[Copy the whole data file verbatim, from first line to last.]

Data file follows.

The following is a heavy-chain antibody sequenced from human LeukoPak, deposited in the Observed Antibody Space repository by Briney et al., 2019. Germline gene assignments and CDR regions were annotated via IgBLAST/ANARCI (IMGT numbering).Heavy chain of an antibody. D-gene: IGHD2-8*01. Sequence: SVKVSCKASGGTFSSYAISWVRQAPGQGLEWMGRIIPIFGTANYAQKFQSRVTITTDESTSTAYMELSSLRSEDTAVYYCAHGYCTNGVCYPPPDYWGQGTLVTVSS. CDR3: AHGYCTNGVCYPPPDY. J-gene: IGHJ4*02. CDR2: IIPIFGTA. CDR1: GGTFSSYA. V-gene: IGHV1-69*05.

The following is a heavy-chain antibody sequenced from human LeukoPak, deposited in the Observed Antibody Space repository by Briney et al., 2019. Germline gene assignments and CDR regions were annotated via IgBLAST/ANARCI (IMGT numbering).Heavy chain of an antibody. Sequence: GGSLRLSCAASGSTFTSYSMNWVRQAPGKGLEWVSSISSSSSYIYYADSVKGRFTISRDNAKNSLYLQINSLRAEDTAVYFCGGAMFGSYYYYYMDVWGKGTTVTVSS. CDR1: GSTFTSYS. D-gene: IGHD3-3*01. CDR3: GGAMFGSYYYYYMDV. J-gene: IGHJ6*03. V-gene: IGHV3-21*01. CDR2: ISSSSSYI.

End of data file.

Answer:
The following is a heavy-chain antibody sequenced from human LeukoPak, deposited in the Observed Antibody Space repository by Briney et al., 2019. Germline gene assignments and CDR regions were annotated via IgBLAST/ANARCI (IMGT numbering).Heavy chain of an antibody. D-gene: IGHD2-8*01. Sequence: SVKVSCKASGGTFSSYAISWVRQAPGQGLEWMGRIIPIFGTANYAQKFQSRVTITTDESTSTAYMELSSLRSEDTAVYYCAHGYCTNGVCYPPPDYWGQGTLVTVSS. CDR3: AHGYCTNGVCYPPPDY. J-gene: IGHJ4*02. CDR2: IIPIFGTA. CDR1: GGTFSSYA. V-gene: IGHV1-69*05.

The following is a heavy-chain antibody sequenced from human LeukoPak, deposited in the Observed Antibody Space repository by Briney et al., 2019. Germline gene assignments and CDR regions were annotated via IgBLAST/ANARCI (IMGT numbering).Heavy chain of an antibody. Sequence: GGSLRLSCAASGSTFTSYSMNWVRQAPGKGLEWVSSISSSSSYIYYADSVKGRFTISRDNAKNSLYLQINSLRAEDTAVYFCGGAMFGSYYYYYMDVWGKGTTVTVSS. CDR1: GSTFTSYS. D-gene: IGHD3-3*01. CDR3: GGAMFGSYYYYYMDV. J-gene: IGHJ6*03. V-gene: IGHV3-21*01. CDR2: ISSSSSYI.